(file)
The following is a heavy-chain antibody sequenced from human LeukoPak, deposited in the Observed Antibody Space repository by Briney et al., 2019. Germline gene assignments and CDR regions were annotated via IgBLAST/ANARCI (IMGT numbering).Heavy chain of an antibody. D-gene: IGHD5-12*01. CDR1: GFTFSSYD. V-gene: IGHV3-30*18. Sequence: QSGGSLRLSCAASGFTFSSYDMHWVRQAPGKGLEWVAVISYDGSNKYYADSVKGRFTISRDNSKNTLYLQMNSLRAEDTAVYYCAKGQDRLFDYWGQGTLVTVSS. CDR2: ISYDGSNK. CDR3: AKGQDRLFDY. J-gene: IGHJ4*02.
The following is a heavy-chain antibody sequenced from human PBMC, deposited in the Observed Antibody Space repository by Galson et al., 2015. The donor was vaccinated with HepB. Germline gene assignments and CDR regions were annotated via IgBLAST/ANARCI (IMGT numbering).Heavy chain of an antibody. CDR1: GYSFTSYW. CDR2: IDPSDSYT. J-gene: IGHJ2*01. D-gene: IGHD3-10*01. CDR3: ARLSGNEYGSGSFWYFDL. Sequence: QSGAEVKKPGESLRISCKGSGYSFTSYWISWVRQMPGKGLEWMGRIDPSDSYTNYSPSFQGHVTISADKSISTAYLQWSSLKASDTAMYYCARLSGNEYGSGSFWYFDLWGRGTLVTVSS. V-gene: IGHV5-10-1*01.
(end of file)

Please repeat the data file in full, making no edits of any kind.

The following is a heavy-chain antibody sequenced from human LeukoPak, deposited in the Observed Antibody Space repository by Briney et al., 2019. Germline gene assignments and CDR regions were annotated via IgBLAST/ANARCI (IMGT numbering).Heavy chain of an antibody. D-gene: IGHD5-12*01. CDR1: GFTFSSYD. V-gene: IGHV3-30*18. Sequence: QSGGSLRLSCAASGFTFSSYDMHWVRQAPGKGLEWVAVISYDGSNKYYADSVKGRFTISRDNSKNTLYLQMNSLRAEDTAVYYCAKGQDRLFDYWGQGTLVTVSS. CDR2: ISYDGSNK. CDR3: AKGQDRLFDY. J-gene: IGHJ4*02.
The following is a heavy-chain antibody sequenced from human PBMC, deposited in the Observed Antibody Space repository by Galson et al., 2015. The donor was vaccinated with HepB. Germline gene assignments and CDR regions were annotated via IgBLAST/ANARCI (IMGT numbering).Heavy chain of an antibody. CDR1: GYSFTSYW. CDR2: IDPSDSYT. J-gene: IGHJ2*01. D-gene: IGHD3-10*01. CDR3: ARLSGNEYGSGSFWYFDL. Sequence: QSGAEVKKPGESLRISCKGSGYSFTSYWISWVRQMPGKGLEWMGRIDPSDSYTNYSPSFQGHVTISADKSISTAYLQWSSLKASDTAMYYCARLSGNEYGSGSFWYFDLWGRGTLVTVSS. V-gene: IGHV5-10-1*01.